Thursday, June 24, 2010

Firing Your Way Out of Chaos: Loose COINdinistas Sink Ships

Michael Hastings has just kicked some COINdinista butt! He inked his scalp, four-star Gen. Stanley McChrystal no less, for Rolling Stone Magazine.

McChrystal is mercilessly depicted as an infantile and loose-lipped man intoxicated by the camaraderie and adrenaline of power and his elaborately constructed military persona:

"I'd rather have my ass kicked by a roomful of people than go out to this dinner," McChrystal says.

He pauses a beat.

"Unfortunately," he adds, "no one in this room could do it."

Talk about pride coming before the fall...

Poor old McChrystal won't have to worry anymore about bothersome diplomatic dinners; there will be plenty of dinners at home for him and his suffering wife (the dude celebrates their anniversary in Paris at an Irish theme pub "Kitty O'Shea's" with his slavering entourage of loose-lipped twits in tow). At the end of his anniversary-cum-piss-up he has a teary moment where he confides to Hastings, "All these men...I'd die for them. And they'd die for me."

Dude: Think that chair, lose the crowd, substitute the uniform for a dressing gown,
and add a TV dinner on your lap!

I wonder, now that he has been caponized, whether his men would still die for him? Or will they go limpet-like onto the next powerful general? One thing I would hazard a guess about: I bet you his wife has his back, if only he had the presence of mind to take her out properly in one of the world's most romantic cities - "Kitty O'Shea's" in Paris! Tsk tsk. Poor sausage.

McChrystal makes many a telling admission, likening Afghanistan to a bleeding ulcer. What's most terrifying is that the U.S. fields such politically tone-deaf types to lead a war that demands safer hands when it comes to communication and diplomacy. Silly Global Superpower!

Parting shot:

Yes Eikenberry, you are looking a bit suss too!

Thursday, June 17, 2010

Afghanistan: "the Saudi Arabia of lithium"

I am loathe to succumb to conspiratorial speculation about the war in Afghanistan. In fact, I have always maintained - wholly in the absence of any evidence whatsoever - that the motivations for the war in Afghanistan were revenge for 9/11 and destruction of al Qaida and its enablers.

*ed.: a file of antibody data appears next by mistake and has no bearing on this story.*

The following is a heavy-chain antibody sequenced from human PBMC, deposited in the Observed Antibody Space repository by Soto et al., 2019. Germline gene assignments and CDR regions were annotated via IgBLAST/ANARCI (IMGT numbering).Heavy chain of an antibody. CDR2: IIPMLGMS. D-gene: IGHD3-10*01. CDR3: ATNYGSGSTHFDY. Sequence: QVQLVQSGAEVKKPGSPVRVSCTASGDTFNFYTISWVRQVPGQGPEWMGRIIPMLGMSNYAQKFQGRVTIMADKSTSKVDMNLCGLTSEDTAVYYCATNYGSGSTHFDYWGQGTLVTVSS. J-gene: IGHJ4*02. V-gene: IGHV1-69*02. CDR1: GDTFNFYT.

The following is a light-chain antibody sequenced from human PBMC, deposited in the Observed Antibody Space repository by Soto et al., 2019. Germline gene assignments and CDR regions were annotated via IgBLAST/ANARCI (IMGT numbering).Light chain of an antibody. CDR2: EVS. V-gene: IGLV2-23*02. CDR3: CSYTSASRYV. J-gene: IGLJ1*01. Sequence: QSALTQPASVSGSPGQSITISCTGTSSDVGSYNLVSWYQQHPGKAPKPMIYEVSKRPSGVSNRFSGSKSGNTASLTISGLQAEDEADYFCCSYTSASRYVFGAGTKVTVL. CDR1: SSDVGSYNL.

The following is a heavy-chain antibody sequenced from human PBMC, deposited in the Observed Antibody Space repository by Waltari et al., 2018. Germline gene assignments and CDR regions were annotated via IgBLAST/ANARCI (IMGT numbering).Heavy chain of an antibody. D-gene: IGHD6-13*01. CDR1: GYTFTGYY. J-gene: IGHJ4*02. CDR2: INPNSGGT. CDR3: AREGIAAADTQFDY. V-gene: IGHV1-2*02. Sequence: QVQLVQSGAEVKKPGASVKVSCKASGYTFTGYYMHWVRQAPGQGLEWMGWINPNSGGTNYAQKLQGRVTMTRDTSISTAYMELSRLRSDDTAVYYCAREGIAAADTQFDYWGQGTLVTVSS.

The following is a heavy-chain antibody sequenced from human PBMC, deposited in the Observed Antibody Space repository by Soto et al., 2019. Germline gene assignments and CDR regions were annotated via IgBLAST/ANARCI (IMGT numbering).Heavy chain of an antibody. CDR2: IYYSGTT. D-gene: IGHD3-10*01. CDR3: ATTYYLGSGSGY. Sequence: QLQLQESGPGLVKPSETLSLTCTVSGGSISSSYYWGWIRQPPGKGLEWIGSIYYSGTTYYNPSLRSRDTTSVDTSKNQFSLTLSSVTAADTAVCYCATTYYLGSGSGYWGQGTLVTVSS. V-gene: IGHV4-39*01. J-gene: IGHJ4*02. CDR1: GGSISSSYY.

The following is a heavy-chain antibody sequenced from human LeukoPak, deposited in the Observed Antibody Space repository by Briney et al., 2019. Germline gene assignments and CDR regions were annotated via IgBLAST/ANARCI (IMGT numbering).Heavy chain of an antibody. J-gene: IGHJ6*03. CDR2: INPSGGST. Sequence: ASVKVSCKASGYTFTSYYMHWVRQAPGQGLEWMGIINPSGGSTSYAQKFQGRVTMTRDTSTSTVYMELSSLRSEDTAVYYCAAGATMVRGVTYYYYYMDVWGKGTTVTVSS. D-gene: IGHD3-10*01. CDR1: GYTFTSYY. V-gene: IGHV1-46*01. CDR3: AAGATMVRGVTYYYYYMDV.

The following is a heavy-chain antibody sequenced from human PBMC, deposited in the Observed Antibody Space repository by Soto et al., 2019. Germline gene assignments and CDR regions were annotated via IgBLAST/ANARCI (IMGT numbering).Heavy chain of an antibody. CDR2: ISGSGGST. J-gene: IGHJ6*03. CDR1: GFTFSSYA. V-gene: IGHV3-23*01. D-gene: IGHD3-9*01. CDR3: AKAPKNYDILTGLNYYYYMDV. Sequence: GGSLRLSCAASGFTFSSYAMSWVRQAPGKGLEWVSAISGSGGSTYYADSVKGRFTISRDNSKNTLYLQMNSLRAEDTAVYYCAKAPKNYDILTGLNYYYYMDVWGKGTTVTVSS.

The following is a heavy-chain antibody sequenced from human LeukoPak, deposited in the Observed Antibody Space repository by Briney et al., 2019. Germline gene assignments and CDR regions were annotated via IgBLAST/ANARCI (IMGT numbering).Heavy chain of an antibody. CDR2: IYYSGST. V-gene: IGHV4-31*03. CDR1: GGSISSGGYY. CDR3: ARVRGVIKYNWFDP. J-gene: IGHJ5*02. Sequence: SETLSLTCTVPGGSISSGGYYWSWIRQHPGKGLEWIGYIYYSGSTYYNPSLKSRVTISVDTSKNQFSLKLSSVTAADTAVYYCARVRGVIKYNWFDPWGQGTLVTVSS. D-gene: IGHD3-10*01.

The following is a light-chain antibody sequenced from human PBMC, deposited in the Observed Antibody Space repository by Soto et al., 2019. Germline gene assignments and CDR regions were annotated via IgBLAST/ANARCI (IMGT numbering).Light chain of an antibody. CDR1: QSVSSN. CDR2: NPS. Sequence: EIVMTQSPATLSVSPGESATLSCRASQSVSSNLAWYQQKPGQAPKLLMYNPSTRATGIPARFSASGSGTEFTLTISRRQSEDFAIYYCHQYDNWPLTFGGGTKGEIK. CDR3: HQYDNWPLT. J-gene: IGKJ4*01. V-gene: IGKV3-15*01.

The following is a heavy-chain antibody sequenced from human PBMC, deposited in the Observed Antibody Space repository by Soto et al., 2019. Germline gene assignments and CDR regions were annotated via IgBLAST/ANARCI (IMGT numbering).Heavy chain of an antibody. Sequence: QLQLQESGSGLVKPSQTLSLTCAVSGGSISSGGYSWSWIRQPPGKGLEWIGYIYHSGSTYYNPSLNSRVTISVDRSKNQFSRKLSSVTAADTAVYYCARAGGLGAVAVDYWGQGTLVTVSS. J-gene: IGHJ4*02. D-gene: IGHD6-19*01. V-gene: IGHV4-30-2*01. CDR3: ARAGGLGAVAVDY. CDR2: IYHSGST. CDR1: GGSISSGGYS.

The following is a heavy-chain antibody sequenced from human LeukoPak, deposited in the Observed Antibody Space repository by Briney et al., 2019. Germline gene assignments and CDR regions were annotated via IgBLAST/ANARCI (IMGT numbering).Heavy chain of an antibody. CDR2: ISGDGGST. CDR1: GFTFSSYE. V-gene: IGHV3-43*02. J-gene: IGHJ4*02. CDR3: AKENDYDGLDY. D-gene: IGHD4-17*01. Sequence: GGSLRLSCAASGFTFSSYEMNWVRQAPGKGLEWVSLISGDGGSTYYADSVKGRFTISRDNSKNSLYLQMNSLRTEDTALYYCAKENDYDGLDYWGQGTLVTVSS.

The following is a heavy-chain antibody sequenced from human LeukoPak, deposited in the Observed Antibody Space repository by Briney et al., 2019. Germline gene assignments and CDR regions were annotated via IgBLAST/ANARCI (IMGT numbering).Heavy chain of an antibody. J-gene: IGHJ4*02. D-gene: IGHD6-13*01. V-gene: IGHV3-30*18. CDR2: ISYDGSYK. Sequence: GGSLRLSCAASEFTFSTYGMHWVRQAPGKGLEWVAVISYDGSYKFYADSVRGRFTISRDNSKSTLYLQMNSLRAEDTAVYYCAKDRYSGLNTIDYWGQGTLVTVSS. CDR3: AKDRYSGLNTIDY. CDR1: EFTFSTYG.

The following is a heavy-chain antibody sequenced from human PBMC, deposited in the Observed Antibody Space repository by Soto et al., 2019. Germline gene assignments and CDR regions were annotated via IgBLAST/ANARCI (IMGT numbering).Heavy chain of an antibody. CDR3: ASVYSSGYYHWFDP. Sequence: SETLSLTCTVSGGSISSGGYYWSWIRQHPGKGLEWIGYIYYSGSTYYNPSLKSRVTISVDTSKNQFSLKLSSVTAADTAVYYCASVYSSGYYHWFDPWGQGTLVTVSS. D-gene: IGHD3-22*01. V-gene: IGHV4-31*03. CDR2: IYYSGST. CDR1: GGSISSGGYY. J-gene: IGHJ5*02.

Then this little doosie appears in the NYT yesterday:

New York Times, 13 June 2010

U.S. Identifies Vast Mineral Riches in Afghanistan

WASHINGTON — The United States has discovered nearly $1 trillion in untapped mineral deposits in Afghanistan, far beyond any previously known reserves and enough to fundamentally alter the Afghan economy and perhaps the Afghan war itself, according to senior American government officials.

The previously unknown deposits — including huge veins of iron, copper, cobalt, gold and critical industrial metals like lithium — are so big and include so many minerals that are essential to modern industry that Afghanistan could eventually be transformed into one of the most important mining centers in the world, the United States officials believe.

An internal Pentagon memo, for example, states that Afghanistan could become the “Saudi Arabia of lithium,” a key raw material in the manufacture of batteries for laptops and BlackBerrys.

The vast scale of Afghanistan’s mineral wealth was discovered by a small team of Pentagon officials and American geologists. The Afghan government and President Hamid Karzai were recently briefed, American officials said.
“On the ground, it’s very, very, promising,” Mr. Medlin said. “Actually, it’s pretty amazing.”

As if the US occupation wants to fuel conspiratorial fulmination about their reason for being in Afghanistan, the Pentagon fielded some geologists and other experts to see what the mining potential of Afghanistan is; and guess what?

One of of the geologists remarks that, “On the ground, it’s very, very, promising”.

Perhaps the mining division of the Pentagon could counsel the counterinsurgency part on positive thinking in times of crisis.

Luckily, the World Bank had already 'assisted' (not completely written based on precedents from the many developing countries in which the Bank has positively tranformed mining regulatory frameworks, optimistic places like Congo) the Karzai government to rewrite their mining laws.